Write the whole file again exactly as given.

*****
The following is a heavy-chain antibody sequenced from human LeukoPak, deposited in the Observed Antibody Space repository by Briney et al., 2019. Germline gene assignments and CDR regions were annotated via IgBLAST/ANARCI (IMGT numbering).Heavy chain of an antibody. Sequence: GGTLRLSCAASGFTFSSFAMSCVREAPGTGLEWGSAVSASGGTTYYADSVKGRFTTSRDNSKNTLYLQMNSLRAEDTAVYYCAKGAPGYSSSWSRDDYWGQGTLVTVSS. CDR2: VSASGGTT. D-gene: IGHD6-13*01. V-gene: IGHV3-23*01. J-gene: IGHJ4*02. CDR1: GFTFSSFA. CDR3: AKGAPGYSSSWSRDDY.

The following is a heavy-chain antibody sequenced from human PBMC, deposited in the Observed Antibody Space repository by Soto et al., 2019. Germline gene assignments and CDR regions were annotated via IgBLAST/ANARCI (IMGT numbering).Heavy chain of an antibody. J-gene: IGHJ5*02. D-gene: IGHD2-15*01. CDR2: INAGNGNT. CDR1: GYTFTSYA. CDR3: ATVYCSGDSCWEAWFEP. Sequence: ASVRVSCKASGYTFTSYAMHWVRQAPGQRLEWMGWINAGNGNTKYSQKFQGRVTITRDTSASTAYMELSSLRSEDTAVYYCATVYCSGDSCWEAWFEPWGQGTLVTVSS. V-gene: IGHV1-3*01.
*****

The following is a heavy-chain antibody sequenced from human LeukoPak, deposited in the Observed Antibody Space repository by Briney et al., 2019. Germline gene assignments and CDR regions were annotated via IgBLAST/ANARCI (IMGT numbering).Heavy chain of an antibody. Sequence: GGTLRLSCAASGFTFSSFAMSCVREAPGTGLEWGSAVSASGGTTYYADSVKGRFTTSRDNSKNTLYLQMNSLRAEDTAVYYCAKGAPGYSSSWSRDDYWGQGTLVTVSS. CDR2: VSASGGTT. D-gene: IGHD6-13*01. V-gene: IGHV3-23*01. J-gene: IGHJ4*02. CDR1: GFTFSSFA. CDR3: AKGAPGYSSSWSRDDY.

The following is a heavy-chain antibody sequenced from human PBMC, deposited in the Observed Antibody Space repository by Soto et al., 2019. Germline gene assignments and CDR regions were annotated via IgBLAST/ANARCI (IMGT numbering).Heavy chain of an antibody. J-gene: IGHJ5*02. D-gene: IGHD2-15*01. CDR2: INAGNGNT. CDR1: GYTFTSYA. CDR3: ATVYCSGDSCWEAWFEP. Sequence: ASVRVSCKASGYTFTSYAMHWVRQAPGQRLEWMGWINAGNGNTKYSQKFQGRVTITRDTSASTAYMELSSLRSEDTAVYYCATVYCSGDSCWEAWFEPWGQGTLVTVSS. V-gene: IGHV1-3*01.